The most obvious problem for many virologists is the selected capture protein. Among them, this aspect is currently wide­ly discussed and investigated under the heading cross-reactivity, which is why it will not be discussed in detail here [1]. In case of an ELISA, a capture protein, to which the specific IgG from the patient sample is supposed to bind, must be coated on the plate. It is known that a previous infection with other coronaviruses does not reliably protect against Covid-19, i.e. does not confer real immunity. Therefore, an immunity against a different coronavirus must not be detected by a SARS-CoV-2 IgG assay. Since in this case it is not the SARS-CoV-2 with its specific epitopes that is detected, but merely a similar protein epitope, this phenomenon is referred to as cross-reactivity. Cross-reactivity in general describes the binding of an antibody to a structurally similar, but not identical molecule. In the case of different coronaviruses, the source of this structural similarity is their biological kinship [1]. However, purely random or inexplicable cross-reactivities also occur due to a similar 3D structure (structural epitopes), despite the rest of the molecules involved showing no similarities at all. The topic “cross-reactivities” is described in more detail elsewhere, e.g. in the book „Immunoassays“ ed. by A. M. Raem and P. Rauch (Verlag Elsevier 1st edition 2006; 2nd edition in preparation). It is therefore vital to take precautions to ensure that a SARS-CoV-2 IgG assay does not show positive results for patient antibodies that have been generated during infections with related coronaviruses. Otherwise the results would be false positives. In this context it is important to know that it is usually not the protein sequence but the 3D structure including all post-translational modifications, such as glycosyla­tion, phosphorylation, that are recognized by the antibodies [3]. Therefore, for reliable antibody tests, capture proteins must be expressed in a cell line that produces identical or nearly identical modifications to those cells that are actually responsible for the strongest viral expression in a sick patient [2]. Neither an unfavourably chosen capture protein, nor a sub optimally modified protein or protein fragment, nor one that has lost its native fold during coating has a good chance of becoming the basis of a reliable ELISA. In addition, the 3D structure of the coated capture antigen and its modification must be permanently maintained during storage. In contrast to research assays, which are measured directly after pro­duction, a diagnostic assay must not only be suitable for mass production, but must also be packable, transportable and permanently storable without the risk of component degradation. In addition, an in vitro diagnostic assay should still be fully functional if it is not measured right after removal from the laboratory refrigerator. The last aspect is also referred to as on-board shelf life in devices such as ELISA processors or high-throughput immunoassay systems and can sometimes be an insufficiently validated detail. All this must be possible without compromising the reliability of the assay due to gradual degradation of the capture antigen. These requirements are completely different from those that have to be met by an assay used in university medical research. The capture protein is hence a central challenge of this type of diagnostics and, depending on its selection, upscaling to a production scale for worldwide supply in the context of the pandemic may become a technical task not to be underestimated. Therefore, the dreaded binding of specific IgGs targeted at related corona viruses is actually not only result of unexpected cross-reactivities in the ELISA, but rather of an unfavourable selection of the presented epitope during the design phase. In this article we will not deal with the selection of the correct epitope, but with the necessity of optimal stabilization, which will be discussed later. Nevertheless, besides the possibility of careful selection, gentle purification, correct treatment and perfect stabilization of the capture antigens, there is a second, com­pletely different approach to battle the dreaded cross-reactivities, which is completely independent of the target and can be used in almost any immunoassay.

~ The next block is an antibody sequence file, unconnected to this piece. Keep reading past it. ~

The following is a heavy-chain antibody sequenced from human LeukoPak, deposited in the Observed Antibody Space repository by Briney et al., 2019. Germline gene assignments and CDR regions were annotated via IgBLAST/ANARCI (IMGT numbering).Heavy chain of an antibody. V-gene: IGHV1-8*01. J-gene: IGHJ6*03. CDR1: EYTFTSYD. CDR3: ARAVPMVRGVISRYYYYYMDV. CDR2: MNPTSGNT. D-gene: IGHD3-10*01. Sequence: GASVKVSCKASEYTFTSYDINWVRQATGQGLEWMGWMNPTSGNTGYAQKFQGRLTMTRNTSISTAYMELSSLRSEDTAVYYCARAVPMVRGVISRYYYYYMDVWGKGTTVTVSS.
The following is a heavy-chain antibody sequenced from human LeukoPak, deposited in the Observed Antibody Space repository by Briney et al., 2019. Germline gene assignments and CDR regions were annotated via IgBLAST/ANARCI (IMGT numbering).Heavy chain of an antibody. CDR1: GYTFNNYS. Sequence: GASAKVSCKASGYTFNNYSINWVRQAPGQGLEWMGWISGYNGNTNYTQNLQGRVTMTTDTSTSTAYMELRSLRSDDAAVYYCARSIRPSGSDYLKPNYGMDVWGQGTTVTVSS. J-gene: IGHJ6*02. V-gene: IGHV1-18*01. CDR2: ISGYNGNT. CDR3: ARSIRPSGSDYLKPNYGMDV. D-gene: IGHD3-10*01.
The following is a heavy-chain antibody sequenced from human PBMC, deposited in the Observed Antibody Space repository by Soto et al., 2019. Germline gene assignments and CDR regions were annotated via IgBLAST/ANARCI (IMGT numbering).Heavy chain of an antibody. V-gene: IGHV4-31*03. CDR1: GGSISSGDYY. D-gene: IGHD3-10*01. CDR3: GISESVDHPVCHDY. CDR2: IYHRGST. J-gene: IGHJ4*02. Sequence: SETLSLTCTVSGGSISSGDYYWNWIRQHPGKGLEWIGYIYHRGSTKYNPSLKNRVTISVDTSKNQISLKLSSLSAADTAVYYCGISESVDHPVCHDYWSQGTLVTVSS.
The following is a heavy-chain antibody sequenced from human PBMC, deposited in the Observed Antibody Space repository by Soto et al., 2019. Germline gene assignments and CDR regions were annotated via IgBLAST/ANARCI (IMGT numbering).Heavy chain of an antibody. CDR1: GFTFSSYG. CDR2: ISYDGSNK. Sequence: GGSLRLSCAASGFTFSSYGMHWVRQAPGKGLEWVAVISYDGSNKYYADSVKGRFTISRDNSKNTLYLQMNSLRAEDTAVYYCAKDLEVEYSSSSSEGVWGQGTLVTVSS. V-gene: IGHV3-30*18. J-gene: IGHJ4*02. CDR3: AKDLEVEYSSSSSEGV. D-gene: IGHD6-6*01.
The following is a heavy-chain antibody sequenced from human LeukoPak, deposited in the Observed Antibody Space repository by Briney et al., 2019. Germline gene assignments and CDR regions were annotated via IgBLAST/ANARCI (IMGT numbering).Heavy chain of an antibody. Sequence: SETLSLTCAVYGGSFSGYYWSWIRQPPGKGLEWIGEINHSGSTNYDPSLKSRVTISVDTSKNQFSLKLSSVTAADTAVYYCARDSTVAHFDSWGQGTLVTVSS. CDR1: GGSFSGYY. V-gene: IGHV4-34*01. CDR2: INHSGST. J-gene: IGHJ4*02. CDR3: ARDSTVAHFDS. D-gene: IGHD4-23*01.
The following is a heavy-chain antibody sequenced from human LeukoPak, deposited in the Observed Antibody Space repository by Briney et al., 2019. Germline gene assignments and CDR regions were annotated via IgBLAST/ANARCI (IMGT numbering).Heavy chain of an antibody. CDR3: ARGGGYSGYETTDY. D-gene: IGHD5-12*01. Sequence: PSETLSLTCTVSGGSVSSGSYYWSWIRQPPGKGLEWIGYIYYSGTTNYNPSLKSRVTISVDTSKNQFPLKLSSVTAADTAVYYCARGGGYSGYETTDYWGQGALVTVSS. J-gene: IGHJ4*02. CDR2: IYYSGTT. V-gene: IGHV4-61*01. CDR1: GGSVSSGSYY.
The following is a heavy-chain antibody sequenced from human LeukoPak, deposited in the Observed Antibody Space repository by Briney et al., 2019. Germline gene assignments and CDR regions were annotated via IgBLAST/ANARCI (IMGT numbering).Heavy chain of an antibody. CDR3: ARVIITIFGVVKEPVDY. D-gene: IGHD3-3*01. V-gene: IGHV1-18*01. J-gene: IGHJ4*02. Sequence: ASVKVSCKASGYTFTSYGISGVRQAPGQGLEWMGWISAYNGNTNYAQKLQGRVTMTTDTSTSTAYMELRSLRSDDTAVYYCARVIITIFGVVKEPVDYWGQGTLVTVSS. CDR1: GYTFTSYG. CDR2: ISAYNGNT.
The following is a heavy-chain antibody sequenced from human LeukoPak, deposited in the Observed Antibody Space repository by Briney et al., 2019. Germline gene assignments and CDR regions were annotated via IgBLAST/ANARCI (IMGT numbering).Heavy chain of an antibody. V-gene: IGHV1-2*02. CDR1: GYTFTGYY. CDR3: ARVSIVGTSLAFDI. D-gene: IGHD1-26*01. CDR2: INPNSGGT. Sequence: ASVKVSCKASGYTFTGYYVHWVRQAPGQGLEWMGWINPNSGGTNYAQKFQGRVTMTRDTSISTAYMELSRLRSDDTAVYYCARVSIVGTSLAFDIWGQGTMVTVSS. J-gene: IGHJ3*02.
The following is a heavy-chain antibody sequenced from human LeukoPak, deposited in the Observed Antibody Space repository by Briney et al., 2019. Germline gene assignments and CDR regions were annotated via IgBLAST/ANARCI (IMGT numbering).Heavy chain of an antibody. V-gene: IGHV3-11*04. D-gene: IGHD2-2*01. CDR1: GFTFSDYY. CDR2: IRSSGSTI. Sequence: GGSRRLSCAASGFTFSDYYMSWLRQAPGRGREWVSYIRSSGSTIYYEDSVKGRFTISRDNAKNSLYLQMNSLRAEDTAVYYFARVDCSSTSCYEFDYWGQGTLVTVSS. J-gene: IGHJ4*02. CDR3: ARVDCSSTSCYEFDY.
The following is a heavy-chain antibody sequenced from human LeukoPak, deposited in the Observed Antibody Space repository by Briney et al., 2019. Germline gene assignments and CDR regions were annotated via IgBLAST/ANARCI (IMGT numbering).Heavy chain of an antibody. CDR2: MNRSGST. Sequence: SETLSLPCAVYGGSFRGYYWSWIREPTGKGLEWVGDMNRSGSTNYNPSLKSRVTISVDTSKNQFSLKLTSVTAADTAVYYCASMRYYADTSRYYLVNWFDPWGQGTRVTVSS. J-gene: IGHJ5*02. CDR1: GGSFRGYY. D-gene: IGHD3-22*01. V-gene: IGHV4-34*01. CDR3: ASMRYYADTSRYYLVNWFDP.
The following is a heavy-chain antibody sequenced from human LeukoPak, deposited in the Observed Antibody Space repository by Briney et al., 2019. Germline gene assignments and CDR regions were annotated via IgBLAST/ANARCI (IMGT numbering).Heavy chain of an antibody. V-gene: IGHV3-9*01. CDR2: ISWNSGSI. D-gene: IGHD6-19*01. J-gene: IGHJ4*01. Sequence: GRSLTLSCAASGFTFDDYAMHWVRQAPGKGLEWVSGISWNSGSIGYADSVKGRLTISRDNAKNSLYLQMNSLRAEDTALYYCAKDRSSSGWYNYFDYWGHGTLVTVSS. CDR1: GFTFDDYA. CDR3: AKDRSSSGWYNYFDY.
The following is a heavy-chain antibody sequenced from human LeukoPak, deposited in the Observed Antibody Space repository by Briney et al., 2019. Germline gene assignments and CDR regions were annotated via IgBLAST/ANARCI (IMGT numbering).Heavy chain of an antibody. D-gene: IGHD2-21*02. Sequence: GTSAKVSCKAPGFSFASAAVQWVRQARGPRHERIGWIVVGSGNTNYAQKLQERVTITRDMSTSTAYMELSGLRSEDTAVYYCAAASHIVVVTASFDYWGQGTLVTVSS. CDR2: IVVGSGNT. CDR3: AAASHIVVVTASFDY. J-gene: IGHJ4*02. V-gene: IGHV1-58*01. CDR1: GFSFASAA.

2. Cross-reactivities and biochemical interferences